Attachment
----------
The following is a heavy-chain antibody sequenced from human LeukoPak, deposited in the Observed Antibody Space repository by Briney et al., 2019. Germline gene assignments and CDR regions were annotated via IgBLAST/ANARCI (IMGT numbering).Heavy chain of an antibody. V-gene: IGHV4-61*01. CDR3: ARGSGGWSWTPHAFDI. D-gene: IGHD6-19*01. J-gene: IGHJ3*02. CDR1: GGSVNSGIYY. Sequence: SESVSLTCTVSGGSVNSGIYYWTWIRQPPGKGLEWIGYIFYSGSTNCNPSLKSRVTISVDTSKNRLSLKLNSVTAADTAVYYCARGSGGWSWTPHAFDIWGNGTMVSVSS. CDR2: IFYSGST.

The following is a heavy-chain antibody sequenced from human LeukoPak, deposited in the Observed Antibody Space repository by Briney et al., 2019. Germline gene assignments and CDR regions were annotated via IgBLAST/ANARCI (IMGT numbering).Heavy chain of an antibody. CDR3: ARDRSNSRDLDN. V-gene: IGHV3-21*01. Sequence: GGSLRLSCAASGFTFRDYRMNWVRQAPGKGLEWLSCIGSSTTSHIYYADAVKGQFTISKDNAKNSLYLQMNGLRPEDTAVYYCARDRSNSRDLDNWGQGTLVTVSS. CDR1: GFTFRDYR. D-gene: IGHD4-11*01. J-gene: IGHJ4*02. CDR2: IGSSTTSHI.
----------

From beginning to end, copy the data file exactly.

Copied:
The following is a heavy-chain antibody sequenced from human LeukoPak, deposited in the Observed Antibody Space repository by Briney et al., 2019. Germline gene assignments and CDR regions were annotated via IgBLAST/ANARCI (IMGT numbering).Heavy chain of an antibody. V-gene: IGHV4-61*01. CDR3: ARGSGGWSWTPHAFDI. D-gene: IGHD6-19*01. J-gene: IGHJ3*02. CDR1: GGSVNSGIYY. Sequence: SESVSLTCTVSGGSVNSGIYYWTWIRQPPGKGLEWIGYIFYSGSTNCNPSLKSRVTISVDTSKNRLSLKLNSVTAADTAVYYCARGSGGWSWTPHAFDIWGNGTMVSVSS. CDR2: IFYSGST.

The following is a heavy-chain antibody sequenced from human LeukoPak, deposited in the Observed Antibody Space repository by Briney et al., 2019. Germline gene assignments and CDR regions were annotated via IgBLAST/ANARCI (IMGT numbering).Heavy chain of an antibody. CDR3: ARDRSNSRDLDN. V-gene: IGHV3-21*01. Sequence: GGSLRLSCAASGFTFRDYRMNWVRQAPGKGLEWLSCIGSSTTSHIYYADAVKGQFTISKDNAKNSLYLQMNGLRPEDTAVYYCARDRSNSRDLDNWGQGTLVTVSS. CDR1: GFTFRDYR. D-gene: IGHD4-11*01. J-gene: IGHJ4*02. CDR2: IGSSTTSHI.